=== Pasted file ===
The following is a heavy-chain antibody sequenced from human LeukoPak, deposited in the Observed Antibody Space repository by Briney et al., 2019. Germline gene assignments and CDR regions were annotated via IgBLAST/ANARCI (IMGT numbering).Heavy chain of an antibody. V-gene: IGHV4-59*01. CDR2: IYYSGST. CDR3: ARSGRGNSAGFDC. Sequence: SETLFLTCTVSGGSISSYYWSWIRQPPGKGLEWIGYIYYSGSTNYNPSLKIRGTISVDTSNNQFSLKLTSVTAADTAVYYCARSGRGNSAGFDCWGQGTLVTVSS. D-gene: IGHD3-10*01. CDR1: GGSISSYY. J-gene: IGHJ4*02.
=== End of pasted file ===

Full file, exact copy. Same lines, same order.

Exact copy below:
The following is a heavy-chain antibody sequenced from human LeukoPak, deposited in the Observed Antibody Space repository by Briney et al., 2019. Germline gene assignments and CDR regions were annotated via IgBLAST/ANARCI (IMGT numbering).Heavy chain of an antibody. V-gene: IGHV4-59*01. CDR2: IYYSGST. CDR3: ARSGRGNSAGFDC. Sequence: SETLFLTCTVSGGSISSYYWSWIRQPPGKGLEWIGYIYYSGSTNYNPSLKIRGTISVDTSNNQFSLKLTSVTAADTAVYYCARSGRGNSAGFDCWGQGTLVTVSS. D-gene: IGHD3-10*01. CDR1: GGSISSYY. J-gene: IGHJ4*02.